Once we had overcome our street food fear, thanks to friends in Hong Kong, we went on to be delighted by Bangkok street food. And in Bangkok, finding street food vendors, is almost as simple as merely walking out onto the street – they are everywhere.
I don’t think people realise just how prevalent it is. For example, if I compare it to the street food offerings in Vietnam, it is far more readily available in Bangkok, and in my opinion, there is a lot more variety. But let me paint a picture and take you onto our daily food journey.
Although we were staying in a high-rise apartment in a fairly posh, expat area, we had decided not to cook, but to find all our food on the streets, and the occasional restaurant, in our local area. This meant sourcing 3 meals a day and most our drinks from the street.
Also read: Hong Kong – then and now
Bangkok has very long narrow blocks, with most of the traffic directed one way only. The road we were on, Langsuan Road, is a 3 lane one way, with 500m to each side of our building, of which much is lined with food vendors. Vendors are mostly set up on the pavements and can be broken down into a few different types of street food vendors:
- One-dish-specialists. They are masters at their game, and they generally produce only one dish, with small variations, for example the dough-pancake-pudding man has a banana and non-banana version. Whatever you buy will be presented to you in a plastic bag, with plastic spoon and a straw if applicable! Where they can, they will give you a plastic bag in a plastic bag!
- Informal street eatery. I was going to call these ‘informal restaurants’, but that is perhaps too generous. Generally these vendors have a few fold up tables & chairs under an umbrella or tarpaulin. They have choices or even menus, which makes it harder as you can’t really know what is on offer unless you can physically see it. Menus are rarely in English, and written exclusively in Thai script. Plates and bowls will be picnic-style plastic, but with real cutlery. You can normally get ‘add-on water’ (see below).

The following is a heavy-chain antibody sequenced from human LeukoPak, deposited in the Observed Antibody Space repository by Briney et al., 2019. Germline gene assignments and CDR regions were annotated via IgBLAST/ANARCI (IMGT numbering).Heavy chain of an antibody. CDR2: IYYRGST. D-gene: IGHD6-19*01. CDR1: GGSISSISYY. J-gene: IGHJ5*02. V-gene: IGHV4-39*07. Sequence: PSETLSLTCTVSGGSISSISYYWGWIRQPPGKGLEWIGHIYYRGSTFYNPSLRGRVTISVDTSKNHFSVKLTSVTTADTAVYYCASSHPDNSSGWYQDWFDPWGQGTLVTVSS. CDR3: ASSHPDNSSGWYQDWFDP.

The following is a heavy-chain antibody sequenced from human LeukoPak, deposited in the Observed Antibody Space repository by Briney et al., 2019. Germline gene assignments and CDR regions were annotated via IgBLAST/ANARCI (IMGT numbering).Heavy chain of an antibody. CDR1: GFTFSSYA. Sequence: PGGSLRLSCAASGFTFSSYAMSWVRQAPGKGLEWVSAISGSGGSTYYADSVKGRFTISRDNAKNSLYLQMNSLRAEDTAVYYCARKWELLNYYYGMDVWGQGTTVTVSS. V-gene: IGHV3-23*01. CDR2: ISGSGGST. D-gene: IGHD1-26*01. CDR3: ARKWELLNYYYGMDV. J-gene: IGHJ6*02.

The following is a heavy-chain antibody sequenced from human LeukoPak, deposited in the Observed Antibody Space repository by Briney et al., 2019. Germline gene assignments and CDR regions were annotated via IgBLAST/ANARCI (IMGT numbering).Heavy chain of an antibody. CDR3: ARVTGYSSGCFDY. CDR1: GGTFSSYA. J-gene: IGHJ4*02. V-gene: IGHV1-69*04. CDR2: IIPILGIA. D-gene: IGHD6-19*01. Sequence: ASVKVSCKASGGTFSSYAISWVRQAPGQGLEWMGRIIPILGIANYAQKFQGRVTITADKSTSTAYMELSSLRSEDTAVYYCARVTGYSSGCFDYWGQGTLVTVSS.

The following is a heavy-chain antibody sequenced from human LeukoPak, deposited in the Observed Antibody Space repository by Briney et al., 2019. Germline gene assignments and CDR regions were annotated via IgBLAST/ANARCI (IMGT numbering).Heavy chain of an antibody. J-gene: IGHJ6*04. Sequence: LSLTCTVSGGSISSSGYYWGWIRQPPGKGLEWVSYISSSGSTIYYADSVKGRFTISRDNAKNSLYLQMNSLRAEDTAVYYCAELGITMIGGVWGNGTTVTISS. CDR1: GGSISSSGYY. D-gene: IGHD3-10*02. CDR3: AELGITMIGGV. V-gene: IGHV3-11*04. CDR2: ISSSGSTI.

- Informal restaurants. These are proper, but basic restaurants. They generally have menus, some even complete with pictures or photos, and some translated into English. Although many translations cannot be relied upon, so you have to be prepared for getting something a little different to what you expected. Plates and bowls are still mostly picnic-style plastic. If you get ‘real bowls’, they will probably be chipped! But generally you will be given real cutlery. On the whole, they will have a range of drinks on offer too, perhaps even beer!
You can rarely buy food and drink at the same vendor, as drinks vendors are specialists too. You get the following drinks vendors:
- Smoothies and juices. Freshly made for you on the spot from an array of fruit and/or vegetables. Remember to always ask for ice, other wise it is served at room temperature. And as we were there in 35C heat, this meant tepid juice.
- Specialist coffee vendors. These are generally semi-permanent structures – almost like what we would know as a ‘wooden shed’. The range of espresso based coffee drinks is more akin to what you’d get from high street chains, but most coffees and flavoured coffees are offered hot, cold or frozen. If you don’t have a sweet tooth, do try to tell them as everything is sickly sweet otherwise. Condensed milk is a very popular ingredient!